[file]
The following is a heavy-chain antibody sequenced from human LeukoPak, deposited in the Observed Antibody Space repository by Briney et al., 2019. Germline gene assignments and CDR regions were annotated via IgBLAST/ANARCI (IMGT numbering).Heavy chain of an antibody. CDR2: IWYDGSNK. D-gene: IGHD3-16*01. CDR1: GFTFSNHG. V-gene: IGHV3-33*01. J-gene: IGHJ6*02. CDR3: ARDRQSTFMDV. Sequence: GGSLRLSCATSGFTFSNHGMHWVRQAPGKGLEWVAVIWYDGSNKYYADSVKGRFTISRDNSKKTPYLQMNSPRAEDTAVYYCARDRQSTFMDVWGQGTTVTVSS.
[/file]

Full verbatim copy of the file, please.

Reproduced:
The following is a heavy-chain antibody sequenced from human LeukoPak, deposited in the Observed Antibody Space repository by Briney et al., 2019. Germline gene assignments and CDR regions were annotated via IgBLAST/ANARCI (IMGT numbering).Heavy chain of an antibody. CDR2: IWYDGSNK. D-gene: IGHD3-16*01. CDR1: GFTFSNHG. V-gene: IGHV3-33*01. J-gene: IGHJ6*02. CDR3: ARDRQSTFMDV. Sequence: GGSLRLSCATSGFTFSNHGMHWVRQAPGKGLEWVAVIWYDGSNKYYADSVKGRFTISRDNSKKTPYLQMNSPRAEDTAVYYCARDRQSTFMDVWGQGTTVTVSS.